Mentally ill women should have attorney, 7th Circuit rules

The 7th Circuit Court of Appeals ruled a mentally ill woman who filed a federal lawsuit challenging her conviction and sentence for murder should have had a lawyer appointed to her and remanded the case to District Court.

Anastazia Schmid was convicted in state court of murdering her boyfriend in 2001. During the trial she testified she heard a voice telling her she is the Messiah. She said the voice told her the boyfriend needed to die because he sexually abused her daughter. She was sentenced to 55 years in prison, the last five suspended to probation.

She sought collateral review in state court and had a lawyer appointed to her. When those proceedings were finished, she filed in federal court, but the District Court ruled her filing was 15 months too late. Schmid, who filed pro se, argued equitable tolling should have applied because the previous lawyer on the case was slow in getting needed papers to her, and because of her mental problems. The District Court denied her filing as untimely as Schmid did not identify the particular documents she needed or why she needed them.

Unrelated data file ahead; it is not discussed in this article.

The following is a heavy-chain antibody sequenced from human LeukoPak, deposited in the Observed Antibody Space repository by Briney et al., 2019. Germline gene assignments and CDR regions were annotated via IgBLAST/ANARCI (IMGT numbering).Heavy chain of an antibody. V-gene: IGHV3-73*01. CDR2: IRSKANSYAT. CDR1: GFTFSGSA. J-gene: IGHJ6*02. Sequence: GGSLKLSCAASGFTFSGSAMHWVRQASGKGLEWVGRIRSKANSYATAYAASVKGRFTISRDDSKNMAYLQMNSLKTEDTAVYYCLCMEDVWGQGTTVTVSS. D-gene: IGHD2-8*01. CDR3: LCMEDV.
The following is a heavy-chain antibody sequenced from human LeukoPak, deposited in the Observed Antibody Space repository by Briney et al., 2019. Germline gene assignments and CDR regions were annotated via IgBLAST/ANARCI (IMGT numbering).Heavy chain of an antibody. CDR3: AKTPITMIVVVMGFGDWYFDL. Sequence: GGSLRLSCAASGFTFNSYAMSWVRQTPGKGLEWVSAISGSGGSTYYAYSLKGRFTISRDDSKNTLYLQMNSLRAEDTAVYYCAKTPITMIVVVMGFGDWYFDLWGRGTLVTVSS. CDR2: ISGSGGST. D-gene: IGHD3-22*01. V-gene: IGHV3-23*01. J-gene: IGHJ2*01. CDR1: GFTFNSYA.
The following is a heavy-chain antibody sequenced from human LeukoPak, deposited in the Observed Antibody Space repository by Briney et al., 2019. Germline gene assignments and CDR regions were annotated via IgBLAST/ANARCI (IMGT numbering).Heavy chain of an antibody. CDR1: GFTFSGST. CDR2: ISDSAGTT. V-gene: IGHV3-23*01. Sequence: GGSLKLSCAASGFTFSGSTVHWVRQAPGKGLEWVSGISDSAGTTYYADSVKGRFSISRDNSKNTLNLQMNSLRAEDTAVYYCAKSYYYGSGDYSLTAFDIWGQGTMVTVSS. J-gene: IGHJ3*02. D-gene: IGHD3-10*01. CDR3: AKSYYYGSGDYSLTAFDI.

The 7th Circuit ruled that the District Court should have appointed counsel to Schmid. “Counsel could have investigated Schmid’s mental condition and explored the contents of prior counsel’s files, formulating an explanation for delay satisfactory to the district judge. We remand this case with directions to appoint counsel and, if appropriate, hold an evidentiary hearing,” Judge Frank Easterbrook wrote for the panel.

The case is Anastazia Schmid v. Steven McCauley, superintendent, Indiana Women’s Prison, 14-2974.

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